Smooth Sumac is easily identified with its unique leaf pattern and bright red clusters of edible berries. It has long alternate lance-shaped leaves that turn crimson red in fall. The berries stay on the shrub into the winter, providing a food source for both humans and wildlife.
|Height and Spread
|1 – 3 m tall generally, has been noted as tall as 5 m.
|Approximately up to 1 m spread.
|Very small yellowish flowers that grow in clusters.
|Bright green throughout the year, turning crimson red in fall.
|Mid summer through to the winter.
|Light and Water
|Prefers open areas with lots of light.
|Generally grows well in very dry areas, will do better with more water though.
|Sumac berries are commonly eaten and made into ‘Sumac lemonade’ by soaking the berries in water. The Northern Secwepemc and Nlaka’pmx peoples also commonly smoked Smooth Sumac like tobacco and used it as a medication.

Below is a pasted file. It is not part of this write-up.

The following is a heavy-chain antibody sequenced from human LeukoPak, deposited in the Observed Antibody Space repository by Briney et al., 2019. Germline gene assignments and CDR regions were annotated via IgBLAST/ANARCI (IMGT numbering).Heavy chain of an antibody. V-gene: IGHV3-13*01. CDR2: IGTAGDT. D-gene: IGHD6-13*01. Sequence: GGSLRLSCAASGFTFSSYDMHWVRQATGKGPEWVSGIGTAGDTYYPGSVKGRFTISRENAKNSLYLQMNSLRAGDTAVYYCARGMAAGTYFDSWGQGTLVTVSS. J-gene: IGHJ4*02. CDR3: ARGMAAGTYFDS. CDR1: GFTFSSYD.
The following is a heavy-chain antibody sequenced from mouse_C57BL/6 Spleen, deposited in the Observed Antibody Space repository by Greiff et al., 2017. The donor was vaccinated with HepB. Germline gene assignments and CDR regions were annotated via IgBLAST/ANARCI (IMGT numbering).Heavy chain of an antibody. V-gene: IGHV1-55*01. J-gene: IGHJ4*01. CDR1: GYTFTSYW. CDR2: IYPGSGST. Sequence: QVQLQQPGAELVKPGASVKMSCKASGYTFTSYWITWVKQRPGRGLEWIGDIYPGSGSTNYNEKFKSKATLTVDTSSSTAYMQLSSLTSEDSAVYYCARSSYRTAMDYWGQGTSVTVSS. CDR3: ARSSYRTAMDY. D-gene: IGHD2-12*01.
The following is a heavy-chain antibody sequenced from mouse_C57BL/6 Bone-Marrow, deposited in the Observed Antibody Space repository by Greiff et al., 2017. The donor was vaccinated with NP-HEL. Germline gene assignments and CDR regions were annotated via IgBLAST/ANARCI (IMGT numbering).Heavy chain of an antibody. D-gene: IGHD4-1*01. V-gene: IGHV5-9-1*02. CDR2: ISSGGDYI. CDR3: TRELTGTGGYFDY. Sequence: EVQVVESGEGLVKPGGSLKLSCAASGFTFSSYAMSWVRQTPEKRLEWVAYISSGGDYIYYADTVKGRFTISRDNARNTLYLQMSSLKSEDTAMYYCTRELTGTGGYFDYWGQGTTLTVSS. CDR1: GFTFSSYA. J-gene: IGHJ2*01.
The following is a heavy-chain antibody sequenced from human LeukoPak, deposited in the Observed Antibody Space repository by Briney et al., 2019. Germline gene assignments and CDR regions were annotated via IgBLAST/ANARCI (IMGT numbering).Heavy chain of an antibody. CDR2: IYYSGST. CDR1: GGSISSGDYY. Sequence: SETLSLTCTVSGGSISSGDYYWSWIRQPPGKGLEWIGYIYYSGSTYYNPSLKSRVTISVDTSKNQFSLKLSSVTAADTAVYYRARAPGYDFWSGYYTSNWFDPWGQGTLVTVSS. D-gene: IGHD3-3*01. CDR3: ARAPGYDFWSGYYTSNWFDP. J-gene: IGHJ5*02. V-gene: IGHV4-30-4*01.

|With berries lasting long into the winter, Smooth Sumac is an important food source for many wildlife species in the colder winter months when food is less abundant.
|Smooth Sumac is one of the most commonly used native species of this area in landscaping and ornamental gardens. This is due to its picturesque leaves, bright red fruits, and beautiful crimson colours in fall.
|Smooth Sumac is easily differentiated from Poison Sumac, which grows into a larger tree, has smooth oblong leaves, and the berries are white. While these two species are fairly easy to differentiate, one should be careful to positively ID Smooth Sumac, as Poison Sumac causes blisters upon skin contact and can be fatal if smoked.
|Smooth Sumac is best propagated by taking root cuttings.